Thomas Strassner focuses on Organic chemistry, Catalysis, Platinum, Polymer chemistry and Palladium. His work on Alkyl, Methane, Allylic rearrangement and Dihydroxylation as part of his general Organic chemistry study is frequently connected to Limiting, thereby bridging the divide between different branches of science. The various areas that Thomas Strassner examines in his Catalysis study include Inorganic chemistry, Methanol, Computational chemistry and Medicinal chemistry.
He interconnects Solid state structure, Photochemistry and Carbene in the investigation of issues within Platinum. In Polymer chemistry, Thomas Strassner works on issues like Chelation, which are connected to Stereochemistry, Chloride, Dichloromethane, Methylene and Reagent. His work in Palladium tackles topics such as Reactivity which are related to areas like Alkane.
His scientific interests lie mostly in Carbene, Platinum, Photochemistry, Polymer chemistry and Catalysis. Thomas Strassner focuses mostly in the field of Carbene, narrowing it down to matters related to Ligand and, in some cases, Stereochemistry, Two-dimensional nuclear magnetic resonance spectroscopy and Crystallography. His Platinum research includes themes of Characterization, Mesoionic, Combinatorial chemistry and Visible spectrum.
Thomas Strassner has researched Photochemistry in several fields, including Luminescence, OLED, Photoluminescence and Density functional theory. In his research, Inorganic chemistry and Melting point is intimately related to Ionic liquid, which falls under the overarching field of Polymer chemistry. His work focuses on many connections between Catalysis and other disciplines, such as Medicinal chemistry, that overlap with his field of interest in Aryl and Solvent.
Thomas Strassner mainly investigates Platinum, Polymer chemistry, Aryl, Photochemistry and Carbene. His research in Platinum intersects with topics in Characterization, OLED, Ligand and Mesoionic. His work in Polymer chemistry is not limited to one particular discipline; it also encompasses Palladium.
His Aryl research is multidisciplinary, incorporating perspectives in Substituent and Ionic liquid, Catalysis. The concepts of his Catalysis study are interwoven with issues in Combinatorial chemistry, Cobalt and Ring. His study focuses on the intersection of Photochemistry and fields such as Luminescence with connections in the field of Phosphor.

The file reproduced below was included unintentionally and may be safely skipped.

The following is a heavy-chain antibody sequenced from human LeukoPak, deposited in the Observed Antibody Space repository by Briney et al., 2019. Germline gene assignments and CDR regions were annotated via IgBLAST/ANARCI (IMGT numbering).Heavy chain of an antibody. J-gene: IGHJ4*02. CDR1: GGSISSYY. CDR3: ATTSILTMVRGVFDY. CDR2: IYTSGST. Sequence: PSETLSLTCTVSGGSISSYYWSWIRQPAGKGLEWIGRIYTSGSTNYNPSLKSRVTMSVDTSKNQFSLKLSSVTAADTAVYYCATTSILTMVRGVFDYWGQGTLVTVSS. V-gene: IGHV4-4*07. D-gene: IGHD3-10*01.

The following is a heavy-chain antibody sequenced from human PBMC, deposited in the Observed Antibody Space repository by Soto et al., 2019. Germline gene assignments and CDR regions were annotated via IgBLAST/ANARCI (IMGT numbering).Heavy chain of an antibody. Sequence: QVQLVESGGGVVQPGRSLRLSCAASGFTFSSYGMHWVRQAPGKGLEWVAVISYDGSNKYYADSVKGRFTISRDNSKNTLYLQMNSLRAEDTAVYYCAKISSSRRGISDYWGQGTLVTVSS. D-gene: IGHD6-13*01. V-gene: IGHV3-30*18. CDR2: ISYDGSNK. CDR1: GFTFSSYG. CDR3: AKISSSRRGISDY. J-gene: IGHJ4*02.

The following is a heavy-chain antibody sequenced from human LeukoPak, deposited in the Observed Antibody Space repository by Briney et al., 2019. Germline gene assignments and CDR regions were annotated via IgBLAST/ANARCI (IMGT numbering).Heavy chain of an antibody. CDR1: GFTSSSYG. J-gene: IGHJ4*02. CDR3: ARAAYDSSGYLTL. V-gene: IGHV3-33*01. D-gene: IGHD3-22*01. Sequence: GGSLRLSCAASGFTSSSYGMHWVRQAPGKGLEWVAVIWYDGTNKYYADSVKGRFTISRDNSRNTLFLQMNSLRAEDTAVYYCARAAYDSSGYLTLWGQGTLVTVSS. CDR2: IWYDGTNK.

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New Catalyst Systems for the Catalytic Conversion of Methane into Methanol
Michael Muehlhofer;Thomas Strassner;Wolfgang A. Herrmann.
Angewandte Chemie (2002)
Experimental and Theoretical Kinetic Isotope Effects for Asymmetric Dihydroxylation. Evidence Supporting a Rate-Limiting “(3 + 2)” Cycloaddition
A. J. DelMonte;J. Haller;K. N. Houk;K. B. Sharpless.
Journal of the American Chemical Society (1997)
Green–Blue Emitters: NHC-Based Cyclometalated [Pt(C^C*)(acac)] Complexes†
Yvonne Unger;Dirk Meyer;Oliver Molt;Christian Schildknecht.
Angewandte Chemie (2010)
Extension of the Alkane Bridge in BisNHC-Palladium-Chloride Complexes. Synthesis, Structure, and Catalytic Activity
Sebastian Ahrens;Alexander Zeller;Maria Taige;Thomas Strassner.
Tunable Aryl Alkyl Ionic Liquids (TAAILs): The Next Generation of Ionic Liquids
Sebastian Ahrens;Anke Peritz;Thomas Strassner.
Angewandte Chemie (2009)
Palladium Complexes with Pyrimidine-Functionalized N-Heterocyclic Carbene Ligands: Synthesis, Structure and Catalytic Activity
Dirk Meyer;Maria A. Taige;Alexander Zeller;Konrad Hohlfeld.
Phosphorescent Platinum(II) Complexes with C∧C* Cyclometalated NHC Ligands
Accounts of Chemical Research (2016)
Blue phosphorescent emitters: new N-heterocyclic platinum(II) tetracarbene complexes
Yvonne Unger;Alexander Zeller;Sebastian Ahrens;Thomas Strassner.
Chemical Communications (2008)
The counterion influence on the CH-activation of methane by palladium(II) biscarbene complexes – structures, reactivity and DFT calculations
Thomas Strassner;Michael Muehlhofer;Alexander Zeller;Eberhardt Herdtweck.
Journal of Organometallic Chemistry (2004)
Multielectron atom transfer reactions of perchlorate and other substrates catalyzed by rhenium oxazoline and thiazoline complexes: reaction kinetics, mechanisms, and density functional theory calculations.
Lee D. Mcpherson;Markus Drees;Saeed I. Khan;Thomas Strassner.
Inorganic Chemistry (2004)
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